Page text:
It’s a blurry video, taken from a mobile phone from one of the top rows of the stadium. At a post-match ceremony of a football match, an official is standing next to a table covered with trophies and calling out a player amid huge cheers. The next moment, there’s blinding light followed by a defeaning noise. The frames that follow capture horrifying scenes — panic-stricken people running for cover, a few bodies lying on the ground and some blood. These are enduring images of violence that have marred Iraqi stadiums for more than a decade. That was in March. The situation since has improved, at least at stadiums. Yet, Bengaluru FC’s opponents in their AFC Cup final on Saturday, Baghdad-based Al-Quwa Al-Jawiya, will have to play their ‘home’ tie roughly 1,500km away from home in Doha.
Al-Quwa Al-Jawiya (Arabic for Air Force) is one of the oldest Iraqi clubs, existing for nearly 90 years now. It is considered among the most-supported teams of the country, having won the domestic league five times (last triumph in 2004-05) and four Cup titles, among others. However, as they chase their maiden continental title, they have had to play most of their matches in front of empty stands in faraway Doha. “There are many examples of football being directly affected by violence in Iraq,” says senior Iraqi journalist Hasanin Mubarak. “From the 2007 Asian Cup quarterfinal and semifinal bombings (where hundreds of fans celebrating the team’s win died in a suicide bomb attack) in Baghdad and the recent suicide bombing at a local football tournament in Babil, it’s been there.”
A win tonight will bring some joy to the nation, like it did when Iraq won the Asian Cup in 2007. On a social media thread, an al-Jawiya follower professed that if the match was played at the club’s 10,000-seater home stadium, located on the Falastin Street in Baghdad, it would have been filled to capacity. A famous commercial district in East of the city, it was one of the least violent areas after the US-led invasion in 2003. But cases of kidnapping of Westerners, and the overall deteriorating security scenario in Iraq, meant that their home stadium was out of bounds for Al-Jawiya. “When we play in Iraq, we have thousands supporting us. But we have lost that advantage. But I know people back home will be supporting us. This has to be a big gift to my home country and also Iraq,” the club’s Syrian striker Zahir Midani was quoted as saying earlier this week.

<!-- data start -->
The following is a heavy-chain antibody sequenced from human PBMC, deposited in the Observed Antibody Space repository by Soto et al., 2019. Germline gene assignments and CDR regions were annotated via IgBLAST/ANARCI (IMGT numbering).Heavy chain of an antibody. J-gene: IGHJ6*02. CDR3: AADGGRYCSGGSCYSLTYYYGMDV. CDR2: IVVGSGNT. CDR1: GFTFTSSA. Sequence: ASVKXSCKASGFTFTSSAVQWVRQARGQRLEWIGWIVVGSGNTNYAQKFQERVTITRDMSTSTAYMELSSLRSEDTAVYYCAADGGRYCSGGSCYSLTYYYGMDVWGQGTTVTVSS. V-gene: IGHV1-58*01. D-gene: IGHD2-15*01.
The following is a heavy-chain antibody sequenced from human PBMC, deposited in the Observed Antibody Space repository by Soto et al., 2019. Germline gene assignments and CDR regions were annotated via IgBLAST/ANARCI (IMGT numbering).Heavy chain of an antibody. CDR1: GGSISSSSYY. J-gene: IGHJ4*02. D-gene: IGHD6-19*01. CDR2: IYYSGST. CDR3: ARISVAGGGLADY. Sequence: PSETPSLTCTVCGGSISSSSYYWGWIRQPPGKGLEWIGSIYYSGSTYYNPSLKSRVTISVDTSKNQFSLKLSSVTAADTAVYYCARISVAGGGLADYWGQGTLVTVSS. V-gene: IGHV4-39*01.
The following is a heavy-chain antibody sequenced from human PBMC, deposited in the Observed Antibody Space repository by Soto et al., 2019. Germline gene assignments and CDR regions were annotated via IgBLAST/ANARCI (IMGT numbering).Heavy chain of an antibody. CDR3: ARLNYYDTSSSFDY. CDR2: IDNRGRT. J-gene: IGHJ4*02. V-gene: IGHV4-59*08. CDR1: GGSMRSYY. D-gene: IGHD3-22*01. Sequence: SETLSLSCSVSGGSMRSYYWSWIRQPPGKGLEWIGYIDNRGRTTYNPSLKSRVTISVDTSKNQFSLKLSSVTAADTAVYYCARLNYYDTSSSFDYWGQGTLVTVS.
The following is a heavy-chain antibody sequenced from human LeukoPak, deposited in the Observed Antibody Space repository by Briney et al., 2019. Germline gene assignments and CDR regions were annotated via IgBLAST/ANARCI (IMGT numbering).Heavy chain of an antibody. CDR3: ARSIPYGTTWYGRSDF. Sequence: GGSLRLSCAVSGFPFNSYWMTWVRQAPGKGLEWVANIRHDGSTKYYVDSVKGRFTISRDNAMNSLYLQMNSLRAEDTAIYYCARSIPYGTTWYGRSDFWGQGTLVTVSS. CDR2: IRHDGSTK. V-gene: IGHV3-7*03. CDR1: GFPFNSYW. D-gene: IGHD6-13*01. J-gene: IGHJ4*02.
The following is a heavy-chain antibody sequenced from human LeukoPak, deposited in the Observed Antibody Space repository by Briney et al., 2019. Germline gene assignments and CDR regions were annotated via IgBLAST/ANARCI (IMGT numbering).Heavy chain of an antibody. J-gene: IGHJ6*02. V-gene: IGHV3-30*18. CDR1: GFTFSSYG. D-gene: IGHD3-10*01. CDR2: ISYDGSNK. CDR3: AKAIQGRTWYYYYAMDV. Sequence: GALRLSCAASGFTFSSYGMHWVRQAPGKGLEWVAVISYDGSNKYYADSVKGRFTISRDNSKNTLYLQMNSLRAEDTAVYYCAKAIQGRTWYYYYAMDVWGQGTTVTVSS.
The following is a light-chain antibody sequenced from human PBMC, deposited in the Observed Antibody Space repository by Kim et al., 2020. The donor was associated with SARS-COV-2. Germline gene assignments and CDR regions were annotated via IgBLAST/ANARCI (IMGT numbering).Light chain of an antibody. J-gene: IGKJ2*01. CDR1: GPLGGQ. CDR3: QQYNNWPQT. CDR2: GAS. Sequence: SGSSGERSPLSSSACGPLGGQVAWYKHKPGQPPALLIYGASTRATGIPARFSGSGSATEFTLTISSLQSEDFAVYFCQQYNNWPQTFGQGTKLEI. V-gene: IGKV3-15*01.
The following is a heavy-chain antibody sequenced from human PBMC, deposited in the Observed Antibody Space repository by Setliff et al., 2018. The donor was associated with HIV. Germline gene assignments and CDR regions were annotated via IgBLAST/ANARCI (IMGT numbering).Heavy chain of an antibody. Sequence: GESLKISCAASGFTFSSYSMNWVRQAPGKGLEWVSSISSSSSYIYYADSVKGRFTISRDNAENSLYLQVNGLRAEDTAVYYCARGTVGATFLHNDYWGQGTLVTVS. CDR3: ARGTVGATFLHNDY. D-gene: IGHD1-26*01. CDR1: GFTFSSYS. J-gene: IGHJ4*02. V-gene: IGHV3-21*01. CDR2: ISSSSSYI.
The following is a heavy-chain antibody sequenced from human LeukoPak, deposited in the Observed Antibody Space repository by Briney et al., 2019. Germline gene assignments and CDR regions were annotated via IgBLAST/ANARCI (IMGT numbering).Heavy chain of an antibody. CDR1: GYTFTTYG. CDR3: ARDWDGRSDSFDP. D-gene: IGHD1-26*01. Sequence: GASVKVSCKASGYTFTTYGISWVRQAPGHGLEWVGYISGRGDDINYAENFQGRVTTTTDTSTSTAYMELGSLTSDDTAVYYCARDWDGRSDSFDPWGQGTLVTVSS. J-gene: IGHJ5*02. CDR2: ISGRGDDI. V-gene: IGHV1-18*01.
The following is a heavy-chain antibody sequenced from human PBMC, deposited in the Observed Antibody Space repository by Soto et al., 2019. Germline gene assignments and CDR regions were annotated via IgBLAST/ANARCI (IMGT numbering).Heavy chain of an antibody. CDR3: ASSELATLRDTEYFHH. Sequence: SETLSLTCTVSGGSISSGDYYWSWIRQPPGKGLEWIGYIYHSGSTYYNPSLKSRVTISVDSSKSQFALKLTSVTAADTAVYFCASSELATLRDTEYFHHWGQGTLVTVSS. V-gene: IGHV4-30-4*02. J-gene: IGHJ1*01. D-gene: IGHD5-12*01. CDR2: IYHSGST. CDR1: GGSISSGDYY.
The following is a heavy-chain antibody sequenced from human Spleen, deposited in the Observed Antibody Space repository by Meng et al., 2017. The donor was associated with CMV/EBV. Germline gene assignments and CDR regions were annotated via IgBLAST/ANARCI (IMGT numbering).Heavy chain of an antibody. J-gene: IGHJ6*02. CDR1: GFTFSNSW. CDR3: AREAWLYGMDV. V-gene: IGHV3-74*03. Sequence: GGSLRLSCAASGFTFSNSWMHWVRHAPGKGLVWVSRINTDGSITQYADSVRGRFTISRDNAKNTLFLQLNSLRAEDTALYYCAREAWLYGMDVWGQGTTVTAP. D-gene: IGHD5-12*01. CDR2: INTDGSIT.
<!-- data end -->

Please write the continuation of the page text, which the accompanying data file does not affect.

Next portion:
While southern Iraq, they insist, is relatively peaceful, it’s the north, close to Mosul, where most of the trouble is. Mubarak says a lot of players have been directly or indirectly affected by the violence. For instance, their main striker Hamadi Ahmed comes from Salah Al-Deen province, north of Baghdad. Midfielder Hulgard Mulla Mohammed is from Duhok while defender Saad Natiq is from the Najaf province. All three regions have been severely hit by suicide bombings of late. “There are two Syrian professionals — Hamid Medo and Zahir Medani. These players have directly or indirectly suffered due to violence,” Mubarak says.
The team’s media officer Sattar Jabbar says one of the biggest drawbacks has been reduced funding, as sport fell in the priority list due to various reasons – from the Gulf War to the US invasion. Unlike Bengaluru, they aren’t the first club from their country to reach this far. But like Bengaluru, Al-Jawiya too are trying to become the first Iraqi club to win the continental title. However, the significance of Saturday’s final goes much beyond the result for a war-ravaged nation.